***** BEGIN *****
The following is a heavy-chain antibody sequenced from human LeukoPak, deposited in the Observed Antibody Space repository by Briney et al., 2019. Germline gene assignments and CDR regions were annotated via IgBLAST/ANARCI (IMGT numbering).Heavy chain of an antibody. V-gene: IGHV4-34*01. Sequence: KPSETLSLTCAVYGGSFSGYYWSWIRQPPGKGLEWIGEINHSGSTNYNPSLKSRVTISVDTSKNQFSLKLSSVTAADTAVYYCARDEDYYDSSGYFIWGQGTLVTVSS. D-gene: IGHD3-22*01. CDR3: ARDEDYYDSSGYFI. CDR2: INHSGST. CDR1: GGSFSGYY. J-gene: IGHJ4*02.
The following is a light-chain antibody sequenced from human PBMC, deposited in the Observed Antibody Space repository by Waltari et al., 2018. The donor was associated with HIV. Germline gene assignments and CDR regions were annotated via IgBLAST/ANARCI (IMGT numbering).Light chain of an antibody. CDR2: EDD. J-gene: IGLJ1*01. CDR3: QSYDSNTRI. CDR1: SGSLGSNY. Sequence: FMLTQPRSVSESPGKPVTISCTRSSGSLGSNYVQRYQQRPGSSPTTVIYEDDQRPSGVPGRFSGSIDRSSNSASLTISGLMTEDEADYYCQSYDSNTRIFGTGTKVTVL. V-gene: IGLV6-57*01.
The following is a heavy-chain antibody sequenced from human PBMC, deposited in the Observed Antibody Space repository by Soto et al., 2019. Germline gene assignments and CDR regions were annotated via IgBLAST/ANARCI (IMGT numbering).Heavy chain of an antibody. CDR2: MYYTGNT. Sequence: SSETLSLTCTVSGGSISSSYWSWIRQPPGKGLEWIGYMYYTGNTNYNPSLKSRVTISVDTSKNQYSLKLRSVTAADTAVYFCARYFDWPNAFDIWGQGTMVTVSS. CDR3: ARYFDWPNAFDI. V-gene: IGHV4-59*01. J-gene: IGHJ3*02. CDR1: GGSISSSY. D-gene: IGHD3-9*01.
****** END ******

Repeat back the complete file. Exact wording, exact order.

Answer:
The following is a heavy-chain antibody sequenced from human LeukoPak, deposited in the Observed Antibody Space repository by Briney et al., 2019. Germline gene assignments and CDR regions were annotated via IgBLAST/ANARCI (IMGT numbering).Heavy chain of an antibody. V-gene: IGHV4-34*01. Sequence: KPSETLSLTCAVYGGSFSGYYWSWIRQPPGKGLEWIGEINHSGSTNYNPSLKSRVTISVDTSKNQFSLKLSSVTAADTAVYYCARDEDYYDSSGYFIWGQGTLVTVSS. D-gene: IGHD3-22*01. CDR3: ARDEDYYDSSGYFI. CDR2: INHSGST. CDR1: GGSFSGYY. J-gene: IGHJ4*02.
The following is a light-chain antibody sequenced from human PBMC, deposited in the Observed Antibody Space repository by Waltari et al., 2018. The donor was associated with HIV. Germline gene assignments and CDR regions were annotated via IgBLAST/ANARCI (IMGT numbering).Light chain of an antibody. CDR2: EDD. J-gene: IGLJ1*01. CDR3: QSYDSNTRI. CDR1: SGSLGSNY. Sequence: FMLTQPRSVSESPGKPVTISCTRSSGSLGSNYVQRYQQRPGSSPTTVIYEDDQRPSGVPGRFSGSIDRSSNSASLTISGLMTEDEADYYCQSYDSNTRIFGTGTKVTVL. V-gene: IGLV6-57*01.
The following is a heavy-chain antibody sequenced from human PBMC, deposited in the Observed Antibody Space repository by Soto et al., 2019. Germline gene assignments and CDR regions were annotated via IgBLAST/ANARCI (IMGT numbering).Heavy chain of an antibody. CDR2: MYYTGNT. Sequence: SSETLSLTCTVSGGSISSSYWSWIRQPPGKGLEWIGYMYYTGNTNYNPSLKSRVTISVDTSKNQYSLKLRSVTAADTAVYFCARYFDWPNAFDIWGQGTMVTVSS. CDR3: ARYFDWPNAFDI. V-gene: IGHV4-59*01. J-gene: IGHJ3*02. CDR1: GGSISSSY. D-gene: IGHD3-9*01.